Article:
But they’re doing a lot of things right. We tend to think of “Texas BBQ” sauce as resembling the thick, tomatoey supermarket sauces darkened with Liquid Smoke. That is not authentic. Brett’s BBQ’s sauce really tastes Texan: it’s a thin, tangy, tomato-vinegar mixture, neither sweet nor hot. (Unlike Oakland, KC, and parts of Tennessee, Texas sauces can be spicier than this but are rarely incendiary.) It’s not slathered on, just properly glazed on, with extra sauce served on the side.
The sides I tried were pretty good. Corn pudding was luscious and creamy (and not oversalted!). Potato salad of skin-on red spuds had lots of egg yolk and scallions in the dressing, in the real Southern style of NOLA and the Cajun Triangle — a pleasant surprise. The BBQ baked beans were very sweet, flavorful but, oddly, not smoky enough, despite bits of bacon to add to the smoke-flavor. Hush puppies were dry and leaden; that can happen with takeout.
But best of all — the Texas rope sausage. I’ve been noticing how a lot of local Qs have one knockout dish that’s completely outside the regular BBQ array. At West Coast BBQ, near Grossmont, it’s a gorgeous, genuine Texas beanless chili. (It ought to be a main dish!) At Bull’s BBQ, it’s the great, dark gumbo and brilliant corn muffins. At Lightnin’ Jacks, I liked the light, simple fried catfish (but totally hated the “Cajun” cat).
Here, it’s the barbecued Texas rope sausage sandwich ($7.50) on a roll topped with sautéed onions, peppers, and jack cheese. I’d swear, they must be importing those sausages directly from one of the grand old German smokehouses in Lockhart. As Bob Wills sang, “Take me back to Texas…” They do. These aren’t any ordinary sausages; they taste like Texas sausages from the masters of the art, and in a sandwich with all those succulent veggies and melted cheese atop, well — they’ll take you to Hill Country heaven.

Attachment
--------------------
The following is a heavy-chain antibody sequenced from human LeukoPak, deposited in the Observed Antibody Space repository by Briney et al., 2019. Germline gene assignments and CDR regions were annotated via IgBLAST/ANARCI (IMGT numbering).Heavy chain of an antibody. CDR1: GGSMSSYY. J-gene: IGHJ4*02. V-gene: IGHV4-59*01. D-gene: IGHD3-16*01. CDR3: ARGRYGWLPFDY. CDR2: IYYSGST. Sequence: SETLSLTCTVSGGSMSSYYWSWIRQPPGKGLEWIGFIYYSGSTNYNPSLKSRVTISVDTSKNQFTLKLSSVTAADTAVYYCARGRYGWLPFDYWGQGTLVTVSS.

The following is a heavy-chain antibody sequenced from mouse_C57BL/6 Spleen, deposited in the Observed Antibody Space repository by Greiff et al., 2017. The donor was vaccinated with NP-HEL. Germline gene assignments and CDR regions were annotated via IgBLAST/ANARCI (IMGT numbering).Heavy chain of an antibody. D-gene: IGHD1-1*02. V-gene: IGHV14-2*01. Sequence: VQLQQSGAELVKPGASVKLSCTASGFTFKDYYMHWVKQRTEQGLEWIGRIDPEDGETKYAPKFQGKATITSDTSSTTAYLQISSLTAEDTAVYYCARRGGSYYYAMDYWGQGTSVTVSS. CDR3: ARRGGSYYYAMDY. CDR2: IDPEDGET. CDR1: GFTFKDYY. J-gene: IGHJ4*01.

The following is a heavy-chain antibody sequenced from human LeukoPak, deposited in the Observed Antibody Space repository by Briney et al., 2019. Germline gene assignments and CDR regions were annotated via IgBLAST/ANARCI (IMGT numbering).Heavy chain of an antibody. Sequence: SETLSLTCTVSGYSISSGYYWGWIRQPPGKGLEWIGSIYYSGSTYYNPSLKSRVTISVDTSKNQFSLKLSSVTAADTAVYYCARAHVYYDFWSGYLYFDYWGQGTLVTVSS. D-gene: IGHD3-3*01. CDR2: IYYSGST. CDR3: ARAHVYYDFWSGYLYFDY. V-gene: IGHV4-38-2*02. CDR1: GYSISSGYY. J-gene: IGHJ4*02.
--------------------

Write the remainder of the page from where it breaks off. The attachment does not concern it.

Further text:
Brett’s BBQ, 1505 Encinitas Boulevard, Encinitas, 760-436-7427; 4S Ranch, 10550 Craftsman Way #185, Rancho Bernardo, 858-487-7427, brettsbbq.com. Hours: 11:00 a.m.–9:00 p.m. daily, both locations. Starters, $5–$8; sandwiches and meat salads, $7.50–$10; smoked plates (with two sides), $7–$22; sides, $1–4 (more for bulk portions).
- 3.5 stars
- (Very Good to Excellent)
1503 30th Street at Beech Street, South Park, 619-255-0616, alchemysandiego.com.
HOURS: Sunday–Thursday 5:00–11:00 p.m., weekends until midnight; weekend brunch 10:00 a.m.–2:00 p.m.
PRICES: Snacks and tapas, $3–$10; entrées, $10–$20; desserts and cheese plate, $6.
CUISINE AND BEVERAGES: Free-ranging, healthy international grazing plates, seasonal eclectic entrées. Interesting wines, a bit steep (with reserve list of serious French bottlings), lots by the glass, corkage $15. Micro- and Euro-brews, full bar, absinthe service.
PICK HITS: Pork-stuffed piquillo peppers; Melitzana Salata (eggplant tapa); Calamari de Cadiz; oyster “gazpacho”; market-fresh vegetable lasagna; crispy Jidori chicken.
NEED TO KNOW: Noisy with hard-edged decor and loud ambient music; raucous on weekends. No reservations for fewer than six. For shortest waits and quietest times, eat early on weeknights. Street parking easy weeknights, competition on weekends from next-door bar patrons. About ten lacto-vegetarian choices (handful of vegan nibbles).